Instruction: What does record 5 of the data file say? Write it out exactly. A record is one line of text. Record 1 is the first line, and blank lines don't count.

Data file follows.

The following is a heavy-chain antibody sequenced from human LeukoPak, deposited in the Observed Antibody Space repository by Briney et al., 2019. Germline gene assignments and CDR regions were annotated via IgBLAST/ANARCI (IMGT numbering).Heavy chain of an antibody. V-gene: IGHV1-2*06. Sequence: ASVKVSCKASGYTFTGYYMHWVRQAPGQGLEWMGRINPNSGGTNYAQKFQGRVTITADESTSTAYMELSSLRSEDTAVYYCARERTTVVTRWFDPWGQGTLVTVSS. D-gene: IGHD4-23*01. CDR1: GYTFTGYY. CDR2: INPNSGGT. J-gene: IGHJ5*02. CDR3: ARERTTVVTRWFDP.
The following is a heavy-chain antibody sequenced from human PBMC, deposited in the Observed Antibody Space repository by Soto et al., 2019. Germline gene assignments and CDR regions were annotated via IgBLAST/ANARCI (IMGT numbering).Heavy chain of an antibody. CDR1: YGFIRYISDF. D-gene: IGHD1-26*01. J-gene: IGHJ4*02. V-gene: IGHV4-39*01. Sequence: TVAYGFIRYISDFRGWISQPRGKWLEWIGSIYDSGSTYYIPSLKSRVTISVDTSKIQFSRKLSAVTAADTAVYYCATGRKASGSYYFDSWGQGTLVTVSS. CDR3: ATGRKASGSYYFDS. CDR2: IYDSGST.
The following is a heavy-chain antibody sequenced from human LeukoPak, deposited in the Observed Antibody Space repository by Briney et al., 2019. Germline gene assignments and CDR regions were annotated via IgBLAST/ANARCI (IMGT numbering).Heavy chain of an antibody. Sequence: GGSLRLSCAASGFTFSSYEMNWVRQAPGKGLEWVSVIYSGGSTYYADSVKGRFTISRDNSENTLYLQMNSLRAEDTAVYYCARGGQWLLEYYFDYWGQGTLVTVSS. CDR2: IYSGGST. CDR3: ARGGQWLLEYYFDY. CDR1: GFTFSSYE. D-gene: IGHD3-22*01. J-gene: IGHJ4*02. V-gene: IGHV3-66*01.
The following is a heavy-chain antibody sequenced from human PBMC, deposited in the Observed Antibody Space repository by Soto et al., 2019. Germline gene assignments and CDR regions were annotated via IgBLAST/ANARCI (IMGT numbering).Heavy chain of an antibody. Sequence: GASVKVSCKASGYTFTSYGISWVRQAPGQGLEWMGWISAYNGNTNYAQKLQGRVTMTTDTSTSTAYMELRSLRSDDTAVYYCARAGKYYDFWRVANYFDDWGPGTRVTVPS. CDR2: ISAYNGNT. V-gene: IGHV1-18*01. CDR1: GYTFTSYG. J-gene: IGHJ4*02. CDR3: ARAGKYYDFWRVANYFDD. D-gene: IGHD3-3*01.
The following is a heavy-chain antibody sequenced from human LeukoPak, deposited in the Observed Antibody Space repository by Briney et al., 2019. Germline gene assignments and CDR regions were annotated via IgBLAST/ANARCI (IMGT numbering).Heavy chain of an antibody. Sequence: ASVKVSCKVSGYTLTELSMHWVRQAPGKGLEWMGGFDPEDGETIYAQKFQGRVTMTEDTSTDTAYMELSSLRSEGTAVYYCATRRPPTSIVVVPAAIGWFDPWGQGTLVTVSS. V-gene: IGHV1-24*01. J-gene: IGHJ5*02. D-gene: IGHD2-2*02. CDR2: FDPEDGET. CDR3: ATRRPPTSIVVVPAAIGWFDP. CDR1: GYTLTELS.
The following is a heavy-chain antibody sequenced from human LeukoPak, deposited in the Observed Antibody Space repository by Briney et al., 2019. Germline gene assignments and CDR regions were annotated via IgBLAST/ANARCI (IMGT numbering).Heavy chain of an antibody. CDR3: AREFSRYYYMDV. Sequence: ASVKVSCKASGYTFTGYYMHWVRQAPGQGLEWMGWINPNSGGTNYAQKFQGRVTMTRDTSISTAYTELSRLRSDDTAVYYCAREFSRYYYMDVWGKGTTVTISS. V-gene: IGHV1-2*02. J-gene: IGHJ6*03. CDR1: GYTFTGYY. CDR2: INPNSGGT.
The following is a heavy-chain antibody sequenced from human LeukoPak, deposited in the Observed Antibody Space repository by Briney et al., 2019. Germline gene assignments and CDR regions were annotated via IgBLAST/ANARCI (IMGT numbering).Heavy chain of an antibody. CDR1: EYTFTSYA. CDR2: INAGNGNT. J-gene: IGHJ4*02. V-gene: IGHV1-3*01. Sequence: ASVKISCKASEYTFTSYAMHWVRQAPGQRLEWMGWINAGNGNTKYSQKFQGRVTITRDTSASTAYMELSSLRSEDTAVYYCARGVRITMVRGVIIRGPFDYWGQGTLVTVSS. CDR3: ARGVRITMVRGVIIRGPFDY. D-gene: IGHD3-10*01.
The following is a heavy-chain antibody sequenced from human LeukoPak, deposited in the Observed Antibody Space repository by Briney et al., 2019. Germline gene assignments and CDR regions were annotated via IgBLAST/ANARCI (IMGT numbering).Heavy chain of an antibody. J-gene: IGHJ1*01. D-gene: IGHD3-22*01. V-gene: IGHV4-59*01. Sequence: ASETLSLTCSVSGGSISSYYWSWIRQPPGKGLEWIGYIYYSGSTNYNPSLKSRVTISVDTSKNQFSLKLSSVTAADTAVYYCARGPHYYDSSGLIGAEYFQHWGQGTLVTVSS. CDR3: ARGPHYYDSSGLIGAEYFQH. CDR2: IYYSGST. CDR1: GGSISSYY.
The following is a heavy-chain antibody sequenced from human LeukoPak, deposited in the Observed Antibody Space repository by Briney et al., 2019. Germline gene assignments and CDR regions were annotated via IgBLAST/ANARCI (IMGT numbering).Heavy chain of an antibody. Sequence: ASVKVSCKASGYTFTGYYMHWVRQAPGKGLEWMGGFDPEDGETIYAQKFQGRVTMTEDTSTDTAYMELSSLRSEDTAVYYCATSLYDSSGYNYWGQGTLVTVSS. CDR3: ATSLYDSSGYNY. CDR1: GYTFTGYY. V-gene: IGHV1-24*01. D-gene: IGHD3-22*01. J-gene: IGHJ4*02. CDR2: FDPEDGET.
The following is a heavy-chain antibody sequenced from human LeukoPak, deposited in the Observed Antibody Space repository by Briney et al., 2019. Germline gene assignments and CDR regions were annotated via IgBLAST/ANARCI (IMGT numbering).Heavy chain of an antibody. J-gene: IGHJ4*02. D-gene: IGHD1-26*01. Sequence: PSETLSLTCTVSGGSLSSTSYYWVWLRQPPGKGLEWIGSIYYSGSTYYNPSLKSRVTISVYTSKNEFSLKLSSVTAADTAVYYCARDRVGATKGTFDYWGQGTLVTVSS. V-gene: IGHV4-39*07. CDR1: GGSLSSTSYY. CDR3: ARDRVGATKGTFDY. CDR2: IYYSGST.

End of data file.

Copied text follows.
The following is a heavy-chain antibody sequenced from human LeukoPak, deposited in the Observed Antibody Space repository by Briney et al., 2019. Germline gene assignments and CDR regions were annotated via IgBLAST/ANARCI (IMGT numbering).Heavy chain of an antibody. Sequence: ASVKVSCKVSGYTLTELSMHWVRQAPGKGLEWMGGFDPEDGETIYAQKFQGRVTMTEDTSTDTAYMELSSLRSEGTAVYYCATRRPPTSIVVVPAAIGWFDPWGQGTLVTVSS. V-gene: IGHV1-24*01. J-gene: IGHJ5*02. D-gene: IGHD2-2*02. CDR2: FDPEDGET. CDR3: ATRRPPTSIVVVPAAIGWFDP. CDR1: GYTLTELS.